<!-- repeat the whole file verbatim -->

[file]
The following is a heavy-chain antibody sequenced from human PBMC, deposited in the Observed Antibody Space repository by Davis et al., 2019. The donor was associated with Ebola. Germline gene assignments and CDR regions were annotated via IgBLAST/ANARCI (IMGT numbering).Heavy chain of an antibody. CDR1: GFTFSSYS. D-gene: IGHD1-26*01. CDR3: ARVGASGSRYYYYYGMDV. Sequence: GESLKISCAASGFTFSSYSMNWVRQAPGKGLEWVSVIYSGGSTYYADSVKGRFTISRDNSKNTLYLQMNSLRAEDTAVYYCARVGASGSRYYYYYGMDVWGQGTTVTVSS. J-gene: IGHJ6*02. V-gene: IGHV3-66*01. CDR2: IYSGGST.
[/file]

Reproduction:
The following is a heavy-chain antibody sequenced from human PBMC, deposited in the Observed Antibody Space repository by Davis et al., 2019. The donor was associated with Ebola. Germline gene assignments and CDR regions were annotated via IgBLAST/ANARCI (IMGT numbering).Heavy chain of an antibody. CDR1: GFTFSSYS. D-gene: IGHD1-26*01. CDR3: ARVGASGSRYYYYYGMDV. Sequence: GESLKISCAASGFTFSSYSMNWVRQAPGKGLEWVSVIYSGGSTYYADSVKGRFTISRDNSKNTLYLQMNSLRAEDTAVYYCARVGASGSRYYYYYGMDVWGQGTTVTVSS. J-gene: IGHJ6*02. V-gene: IGHV3-66*01. CDR2: IYSGGST.